In times of economic crisis, consumers look to source cheaper products and find a bargain. Despite the best efforts of the food industry, regulators, governments and investigators, an economic crisis presents opportunities for criminal organisations to make money from food fraud.
Across the EU food fraud was thrust into the spotlight in 2013 with the substitution of cheaper horsemeat in products marketed and labelled as containing beef. It was a fraud that cut across many respected retailers and food manufacturing brands and shocked consumers. In its wake, investigations have increased, and both retailers and manufacturers have become more aware of the fragility of their supply chains. Unfortunately, it hasn’t stopped the criminals.
Infant Formula Regulations Tightened
In China and New Zealand, the governments have been forced to change regulatory controls on infant formula, following an increase in complaints about ‘imported’ products. In an increasingly common fraud, manufacturers are marketing ‘imported’ products billed as reputable in another country, frequently New Zealand. However, the products are often not known abroad, or simply imported in bulk, diluted and repackaged. This type of fraud has increased as China’s consumers favour imported ‘foreign formula products, following the melamine contaminated baby formula scandal in 2008. A similar scandal has also been identified in Vietnam.
In response, China has introduced a new regulation to stop bulk imports of infant formula being diluted and repacked for onward sale. To protect its reputation for good quality dairy produce and improve transparency in the export market, New Zealand’s government now requires all baby milk manufacturers to register their brands with the Ministry for Primary Industries.
Counterfeit Spirits Prosecution
Fake vodka, with high levels of methanol and added bleach to lighten its colour,was discovered being manufactured in the UK. In a fraud that cost the government an estimated £1.5 million in lost revenue, investigators found genuine vodka bottles, near-perfect counterfeit labels and duty stamps destined for sale in small shops across the country. In this case the gang leader was caught, prosecuted and sentenced to seven years in jail. However, similar frauds continue. Fake spirits have been identified across the EU. In the Czech Republic, in 2012, more than 20 people died as a result of drinking counterfeit spirits.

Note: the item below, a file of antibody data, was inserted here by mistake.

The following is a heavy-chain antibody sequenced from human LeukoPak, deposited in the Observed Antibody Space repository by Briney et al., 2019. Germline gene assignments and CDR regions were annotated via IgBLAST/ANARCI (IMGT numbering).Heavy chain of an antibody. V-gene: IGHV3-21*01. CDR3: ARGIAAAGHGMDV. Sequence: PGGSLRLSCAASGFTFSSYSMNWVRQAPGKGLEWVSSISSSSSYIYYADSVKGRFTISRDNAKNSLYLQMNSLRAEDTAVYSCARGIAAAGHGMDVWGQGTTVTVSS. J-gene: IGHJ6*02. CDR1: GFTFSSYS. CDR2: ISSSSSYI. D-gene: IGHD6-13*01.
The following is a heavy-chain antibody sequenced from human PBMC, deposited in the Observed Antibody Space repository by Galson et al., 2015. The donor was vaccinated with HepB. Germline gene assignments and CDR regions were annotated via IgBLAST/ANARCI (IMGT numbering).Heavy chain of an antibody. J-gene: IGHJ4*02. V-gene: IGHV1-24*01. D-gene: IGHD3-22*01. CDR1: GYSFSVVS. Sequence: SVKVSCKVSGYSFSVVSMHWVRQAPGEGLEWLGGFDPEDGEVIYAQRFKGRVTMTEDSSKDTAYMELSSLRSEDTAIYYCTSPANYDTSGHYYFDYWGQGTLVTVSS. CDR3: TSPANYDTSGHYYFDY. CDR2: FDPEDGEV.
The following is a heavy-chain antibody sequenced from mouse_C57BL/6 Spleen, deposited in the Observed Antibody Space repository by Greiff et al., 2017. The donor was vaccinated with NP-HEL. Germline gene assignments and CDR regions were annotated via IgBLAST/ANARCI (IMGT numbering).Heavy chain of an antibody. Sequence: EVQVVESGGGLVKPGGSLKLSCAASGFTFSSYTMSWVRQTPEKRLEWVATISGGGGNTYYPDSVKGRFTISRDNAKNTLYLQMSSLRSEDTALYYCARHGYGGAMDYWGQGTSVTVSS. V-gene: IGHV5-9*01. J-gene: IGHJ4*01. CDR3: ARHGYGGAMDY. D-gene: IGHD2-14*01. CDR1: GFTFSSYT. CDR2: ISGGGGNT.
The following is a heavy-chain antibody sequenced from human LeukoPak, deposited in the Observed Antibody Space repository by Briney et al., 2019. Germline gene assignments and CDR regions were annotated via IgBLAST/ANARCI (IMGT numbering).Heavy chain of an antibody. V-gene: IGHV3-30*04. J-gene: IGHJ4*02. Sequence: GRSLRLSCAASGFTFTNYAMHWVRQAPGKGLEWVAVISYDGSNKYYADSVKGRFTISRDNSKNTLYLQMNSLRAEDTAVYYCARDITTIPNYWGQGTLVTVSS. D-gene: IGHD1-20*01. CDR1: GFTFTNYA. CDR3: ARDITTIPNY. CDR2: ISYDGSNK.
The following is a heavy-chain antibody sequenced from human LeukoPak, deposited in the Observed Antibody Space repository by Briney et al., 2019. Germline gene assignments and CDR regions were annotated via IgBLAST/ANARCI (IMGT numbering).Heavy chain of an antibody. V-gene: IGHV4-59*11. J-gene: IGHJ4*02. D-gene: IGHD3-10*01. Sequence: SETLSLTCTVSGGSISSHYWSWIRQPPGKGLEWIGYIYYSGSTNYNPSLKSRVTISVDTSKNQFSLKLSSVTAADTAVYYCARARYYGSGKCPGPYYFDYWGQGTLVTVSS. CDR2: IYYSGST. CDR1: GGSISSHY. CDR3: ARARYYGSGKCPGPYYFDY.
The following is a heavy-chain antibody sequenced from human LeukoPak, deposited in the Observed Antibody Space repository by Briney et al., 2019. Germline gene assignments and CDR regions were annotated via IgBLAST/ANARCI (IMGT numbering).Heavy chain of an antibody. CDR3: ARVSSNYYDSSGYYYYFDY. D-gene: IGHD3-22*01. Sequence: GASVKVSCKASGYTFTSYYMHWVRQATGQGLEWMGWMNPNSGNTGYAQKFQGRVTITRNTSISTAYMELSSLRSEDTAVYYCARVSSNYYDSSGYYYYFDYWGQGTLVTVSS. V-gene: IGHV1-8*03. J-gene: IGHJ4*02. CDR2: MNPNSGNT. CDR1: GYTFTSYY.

Fake and mislabelled honey is a worldwide problem. In a recent case dubbed ‘honeygate’, a US investigation into illegal honey imports from China led to the arrest of and charges being made against five individuals and two honey processors. Honey from China was shipped to a number of countries, where it was re-labelled and sometimes filtered, before being transported to the US, where fake documents helped it through customs.
Keen to profit from this burgeoning market, fraudsters are also manufacturing artificial honey, which contains absolutely no nectar, being simply a cocktail of chemicals.
France too has been shocked by its own honey scandal. A recent study revealedthat some 10% of honey consumed in the country is ‘fraudulent’. Samples of products labelled as being of French origin were, on testing, found to be from China and Eastern Europe.
With a growth in popularity, olive oil is another boom marketer for growers, but has also attracted the attention of criminals. This premium product has been found to be adulterated with water or cheaper substitutes.
Whether passing off inferior products as branded or top-quality, as well as labelling intensively farmed produce as wild, organic or free-range, criminals are still counterfeiting. Consumers lose faith in the products they purchase, or become ill. Retailers, producers, processors and manufacturers lose customer confidence and suffer damage to their brands and endure sales losses. Governments lose revenue from duties and taxes and must invest heavily in regulating the industry.
Food counterfeiting and fraud is not a victimless crime at any stage of the supply chain.
Implementing a food safety management system is not enough. At every stage of the food supply chain businesses need to ensure that they can rely on the veracity of suppliers. Testing and verification, spot checks and audits should be used to support a food safety management system.
For further information on SGS please visit our website at: www.foodsafety.sgs.com.
Food Scientific and Regulatory Affairs
SGS North America, Inc.
t: +1 973 461 1493